What It's Like to Have a Minor Case of Shingles

My version was mild thanks to early antiviral treatment

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Fever symptoms are typical. BSIP/UIG/Getty Images

I don't usually report on my own illnesses, but my recent experience with shingles - a reactivation of the chickenpox virus within the body - reminded me of how important prompt treatment for the disease is.  What's more, I've been struck by how many stories I've heard among friends and acquaintances who were diagnosed with shingles in their 20s, 30s and 40s, despite a commonly-held belief that it's an elderly person's disease.

My timeline:  As if thinking about a condition can bring it on, I'd been gathering research for an upcoming column on shingles for CBC Radio, a regular assignment of mine.  It was the day after a late-night flight from New York City, so a few sharp pains in my side weren't surprising; after all, I'd had the worst seat on the aircraft, at the very back of the plane without the ability to recline.  The pains were intermittent and I chalked it up to muscle soreness.

But 24 hours or so after those first pangs, while rubbing the spot I felt two bumps which turned out to be blisters.  Blisters, on my back?  No allergies, no sunburn.  I immediately thought about the shingles rash, marveling at how the condition that had been on my mind was now possibly on my body!

Sure enough - thanks to a family physician willing to fit me in at the end of a full workday - I was promptly diagnosed with a small (3 inch/7-8cm) blistering shingles rash on my back and handed a prescription for a one-week's course of antiviral medication and a recommendation to take it easy.

  My antiviral treatment thus began less than 48 hours after the initial pain, 24 hours after the appearance of the rash.

The timing is critical, because if administered within 72 hours antiviral medication can vastly reduce the severity of the disease, and shorten its duration. In my case I felt I'd dodged a bullet, and the rash (which didn't get any bigger) was gone within a week.

  I had no more pain, and lingering symptoms were flu-like, including sore throat, headache and real fatigue.

Fortunately during this time I had no concerns about giving the disease to a family member, because shingles is not contagious. Since the blisters do contain the live varicella zoster virus however, it's recommended you cover up a shingles rash to avoid giving anyone a case of chicken pox.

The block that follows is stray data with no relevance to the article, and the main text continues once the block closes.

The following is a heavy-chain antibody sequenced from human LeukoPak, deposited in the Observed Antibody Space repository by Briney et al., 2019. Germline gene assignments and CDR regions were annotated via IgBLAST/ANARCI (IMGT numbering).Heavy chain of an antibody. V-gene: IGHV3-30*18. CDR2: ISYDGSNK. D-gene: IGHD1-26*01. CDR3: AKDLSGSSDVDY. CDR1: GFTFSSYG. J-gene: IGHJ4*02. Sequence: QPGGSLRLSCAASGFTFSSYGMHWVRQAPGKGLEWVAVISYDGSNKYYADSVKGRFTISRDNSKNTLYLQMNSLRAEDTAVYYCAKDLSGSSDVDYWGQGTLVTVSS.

In the end, I suffered only from a few weeks of tiredness as a result of my illness, thanks to an accommodating physician and prompt treatment.  While another doctor in our clinic congratulated me on inoculating myself against shingles (by getting a mild case), I'll still opt for having the shingles vaccine because you can get the disease more than once.  I'll just have to wait a year, as agencies like Health Canada advise waiting a full 12 months after an active case of shingles.

While there's some elevated risk of stroke after a case of shingles, my chance of having the devastating nerve pain (postherpetic neuralgia) that can accompany the disease is extremely small.

In the meantime, maybe I'll start researching lottery tickets.

Please note: This information is offered for education purposes only, and is not intended for self-diagnosis, or to replace the advice of a health-care professional. If you suspect you may have shingles, please consult your physician as soon as possible for appropriate diagnosis and treatment.

Sources:

CDC Seeks to Protect Older Adults With Shingles Vaccine Message. US Centers for Disease Control and Prevention Public Information Sheet. Accessed November 14, 2014.
http://www.cdc.gov/vaccines/vpd-vac/shingles/downloads/shingles-vac-msg-2008.pdf

Fact Sheet: Shingles (Herpes Zoster)  Public Health Agency of Canada Public Information Sheet.  Accessed November 14, 2014.
http://www.phac-aspc.gc.ca/id-mi/shingles-zona-fs-eng.php

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